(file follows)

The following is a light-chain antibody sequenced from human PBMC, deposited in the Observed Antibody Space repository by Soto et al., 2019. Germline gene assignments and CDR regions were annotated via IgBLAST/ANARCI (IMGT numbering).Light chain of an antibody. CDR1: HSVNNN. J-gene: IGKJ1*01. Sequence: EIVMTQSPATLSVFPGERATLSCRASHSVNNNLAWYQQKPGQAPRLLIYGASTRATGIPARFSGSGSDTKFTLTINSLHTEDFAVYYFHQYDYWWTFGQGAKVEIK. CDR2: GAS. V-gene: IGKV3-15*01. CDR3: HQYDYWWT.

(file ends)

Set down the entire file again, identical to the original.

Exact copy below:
The following is a light-chain antibody sequenced from human PBMC, deposited in the Observed Antibody Space repository by Soto et al., 2019. Germline gene assignments and CDR regions were annotated via IgBLAST/ANARCI (IMGT numbering).Light chain of an antibody. CDR1: HSVNNN. J-gene: IGKJ1*01. Sequence: EIVMTQSPATLSVFPGERATLSCRASHSVNNNLAWYQQKPGQAPRLLIYGASTRATGIPARFSGSGSDTKFTLTINSLHTEDFAVYYFHQYDYWWTFGQGAKVEIK. CDR2: GAS. V-gene: IGKV3-15*01. CDR3: HQYDYWWT.